MOUNTAIN VIEW -- In drought or drizzle, a group of abortion foes gathers on a sidewalk here each Thursday morning outside a Planned Parenthood clinic tucked in a nondescript strip mall next to a dry cleaner's and a nail salon.
The hardy band of protesters remains well clear of the clinic, shooed away by Planned Parenthood volunteers wearing unmistakable blue-and-white vests. The landscaping between the sidewalk and parking lot serves as a de facto Mason-Dixon Line, separating the two sides in the irreconcilable conflict over abortion rights.
It is a line the U.S. Supreme Court is poised to re-examine, deciding by June how far government can go to keep protesters away from clinic workers and patients.
This scenario unfolds across the Bay Area each week, from a Planned Parenthood clinic in East San Jose where protesters gather on Mondays to the Friday morning prayer vigils outside another clinic in downtown Concord. Major cities such as Oakland, San Jose and San Francisco have limited how close protesters can get to clinics and the people who frequent them. Other communities, including Mountain View, rely on the fact the clinics are on private property and can police themselves.
It is not the first time the high court has dealt with the issue -- but by revisiting the explosive question this term with a Massachusetts case, the justices are weighing a balancing act between the broad First Amendment right to protest and the worries of private patients and clinic workers who simply want to be left alone.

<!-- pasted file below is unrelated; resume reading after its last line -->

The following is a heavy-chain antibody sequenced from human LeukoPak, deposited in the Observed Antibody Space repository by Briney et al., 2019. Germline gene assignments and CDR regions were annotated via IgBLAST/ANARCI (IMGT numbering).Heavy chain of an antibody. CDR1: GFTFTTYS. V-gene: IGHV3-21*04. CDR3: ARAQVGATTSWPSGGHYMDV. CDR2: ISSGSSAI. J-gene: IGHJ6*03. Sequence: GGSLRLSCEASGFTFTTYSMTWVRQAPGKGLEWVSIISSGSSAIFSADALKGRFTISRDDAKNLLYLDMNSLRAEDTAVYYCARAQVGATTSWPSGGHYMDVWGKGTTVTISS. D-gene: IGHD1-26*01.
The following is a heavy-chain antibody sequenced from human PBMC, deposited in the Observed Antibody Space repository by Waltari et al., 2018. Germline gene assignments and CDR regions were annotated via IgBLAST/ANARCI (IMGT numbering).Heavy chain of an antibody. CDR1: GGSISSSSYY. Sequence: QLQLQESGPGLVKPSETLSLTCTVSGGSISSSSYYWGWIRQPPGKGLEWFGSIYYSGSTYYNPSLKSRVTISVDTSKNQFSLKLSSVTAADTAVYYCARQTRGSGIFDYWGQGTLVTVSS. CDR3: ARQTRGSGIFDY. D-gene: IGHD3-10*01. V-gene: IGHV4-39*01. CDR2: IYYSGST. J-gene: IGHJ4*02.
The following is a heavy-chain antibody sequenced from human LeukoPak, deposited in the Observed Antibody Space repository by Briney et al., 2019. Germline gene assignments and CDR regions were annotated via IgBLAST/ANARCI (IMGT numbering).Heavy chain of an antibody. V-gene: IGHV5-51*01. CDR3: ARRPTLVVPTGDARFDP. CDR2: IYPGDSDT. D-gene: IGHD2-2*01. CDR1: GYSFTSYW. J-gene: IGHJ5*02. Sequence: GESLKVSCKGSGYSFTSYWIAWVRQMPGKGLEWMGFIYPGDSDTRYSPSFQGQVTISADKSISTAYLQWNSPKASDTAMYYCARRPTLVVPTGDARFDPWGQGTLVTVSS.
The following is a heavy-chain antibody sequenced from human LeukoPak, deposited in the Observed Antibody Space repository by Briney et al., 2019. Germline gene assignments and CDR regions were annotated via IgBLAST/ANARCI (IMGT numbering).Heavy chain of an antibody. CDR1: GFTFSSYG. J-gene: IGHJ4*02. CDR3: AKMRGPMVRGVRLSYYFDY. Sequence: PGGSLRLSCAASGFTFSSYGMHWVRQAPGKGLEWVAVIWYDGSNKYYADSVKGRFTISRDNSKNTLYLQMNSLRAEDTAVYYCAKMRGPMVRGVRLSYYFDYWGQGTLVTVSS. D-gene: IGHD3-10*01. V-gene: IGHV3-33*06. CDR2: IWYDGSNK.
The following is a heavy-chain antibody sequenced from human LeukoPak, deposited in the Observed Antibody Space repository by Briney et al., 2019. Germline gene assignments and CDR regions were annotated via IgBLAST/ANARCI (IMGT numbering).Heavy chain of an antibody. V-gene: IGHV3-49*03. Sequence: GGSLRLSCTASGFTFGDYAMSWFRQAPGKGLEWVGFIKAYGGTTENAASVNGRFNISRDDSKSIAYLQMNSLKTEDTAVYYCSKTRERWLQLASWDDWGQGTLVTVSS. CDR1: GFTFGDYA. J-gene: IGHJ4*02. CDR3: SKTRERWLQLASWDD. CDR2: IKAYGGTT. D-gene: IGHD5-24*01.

Bundled up recently outside the Mountain View clinic, Rita Donnelly, an elderly Peninsula woman who has protested at area clinics for decades, said she just wants to be able to get close enough to people to talk to them. Donnelly resembles Eleanor McCullen, the 77-year-old abortion foe who has led the Supreme Court challenge to the Massachusetts law that created a 35-foot buffer zone around clinics.
"Why wouldn't they let people hear our side?" Donnelly asks, holding a sign supporting adoption alternatives.
But to abortion rights advocates and Planned Parenthood leadership, the answer to that question is simple: Violence and confrontation at many clinics over the years justifies the need to create buffer zones between patients and protesters and does not violate the First Amendment.
"We're concerned about the ability of patients to enter (our clinics) without harassment or intimidation," said Lupe Rodriguez, spokeswoman for Planned Parenthood Mar Monte, the Bay Area's largest chapter. "We do have a constant presence of protesters, some more aggressive than others."
Through the years, California has had a series of cases, including a major ruling from the state Supreme Court, permitting injunctions against protesters because of safety and privacy concerns. Seven California cities have local ordinances for the most part modeled after a 2000 U.S. Supreme Court ruling that upheld a Colorado law requiring protesters to stay at least 8 feet away from anyone who is within 100 feet of a clinic.
Beth Parker, statewide legal counsel for Planned Parenthood, worries that the Supreme Court may make it harder to maintain boundaries between protesters and patients if it invalidates the Massachusetts buffer zones. In fact, in oral arguments last month, the justices appeared concerned that Massachusetts went too far by interfering with protected free speech rights.